WPTI Hosts Briefing on Digital Transformation

On Tuesday, September 21, 2021, following the release of our most recent report, Post-Covid Workforce Development: A Digital Transformation and What It Means for Workforce Professionals, Workforce Professionals Training Institute (WPTI) hosted a briefing on digital transformation in the workforce development field, including findings from our recent report and updates and perspectives from the field, both locally and nationally.

 A Rapidly Digitizing Economy

WPTI Board Member Maya Washington, a Senior Manager at Deloitte Digital, introduced the session, and spoke about the increasing digitization of the world economy, and the need for the workforce development field to upgrade its digital infrastructure, as well as the digital fluency of workforce development professionals, in the midst of this rapidly changing environment and an increasingly tech-driven economy. In the aftermath of COVID-19, workforce development providers, like their counterparts in the private sector and the broader economy, are looking to bring their services as well as business operations online, and are looking to utilize this digitization to not only recover and survive, but ultimately thrive, increasing their reach and impact.

Brianna McCain, State Policy Analyst at the National Skills Coalition (NSC), discussed the importance of digital fluency for workers, and stressed the importance of digital equity in workforce development. According to NSC’s research, more than one third of Americans lack digital skills. Furthermore, while many assume that those lacking digital proficiency are often older adults, 24 percent of those lacking digital skills are actually between 16 and 24 years old. The challenge is particularly acute for workers of color, exacerbating inequities already present in the workforce. In responses to these critical challenges impacting the workforce, NSC has issued multiple recommendations, including but not limited to the following:

  • To address the digital skills gap, closing feedback loops between workers and employers is essential. Namely, we must ensure that workers are being trained in the skills and areas most relevant to employer needs.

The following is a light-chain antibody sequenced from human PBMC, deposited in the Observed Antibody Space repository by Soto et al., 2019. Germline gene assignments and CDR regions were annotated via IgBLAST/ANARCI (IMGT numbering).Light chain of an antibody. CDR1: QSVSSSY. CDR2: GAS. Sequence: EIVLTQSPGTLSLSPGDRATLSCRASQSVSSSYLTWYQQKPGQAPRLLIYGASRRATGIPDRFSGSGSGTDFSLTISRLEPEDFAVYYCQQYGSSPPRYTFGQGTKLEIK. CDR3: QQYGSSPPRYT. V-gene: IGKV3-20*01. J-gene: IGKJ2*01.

• We must address the “three-legged stool” of digital inclusion, namely ensuring that workers have access to high-speed internet, access to digital devices, and digital skills (a fourth “leg,” technical support, can also be considered part of the “stool”).
  • Policy solutions must be implemented, namely providing guidance on how state and local governments can utilize federal workforce training funds for digital skill-building; investing in sector strategies and partnerships; ensuring that state incumbent worker funds can be used to support digital fluency; and utilizing COVID relief funds to support digital training.

To learn more about NSC’s digital equity work, CLICK HERE.

Post-Covid Workforce Development: A Digital Transformation

Following the presentation from Brianna McCain, economist Lina Moe of the Center for New York City Affairs at the New School presented findings from the Spring 2021 study of NYC frontline workforce professionals conducted by WPTI and the Center for NYC Affairs, focused on the digital needs of these workers in the wake of COVID-19. The report focused on three primary categories of digital needs:

  • Digital Tools
  • New Work Norms
  • Training and Support Needs

Key findings, revealed in our recent report, include the following:

  • The overwhelming majority of respondents are currently working remotely or using a hybrid model of remote and in-person work, and expect to continue to do so for the foreseeable future.
  • Respondents are frequent users of digital communications tools, with email, phone and Zoom being the most common, followed by other tools like Microsoft Teams, Google Meet, Webex, and Slack. In fact, 95 percent reported using virtual meeting software.
  • While as many as 50 percent of respondents are using a CRM system, 39 percent consider themselves “beginners,” thus necessitating additional training and skills building.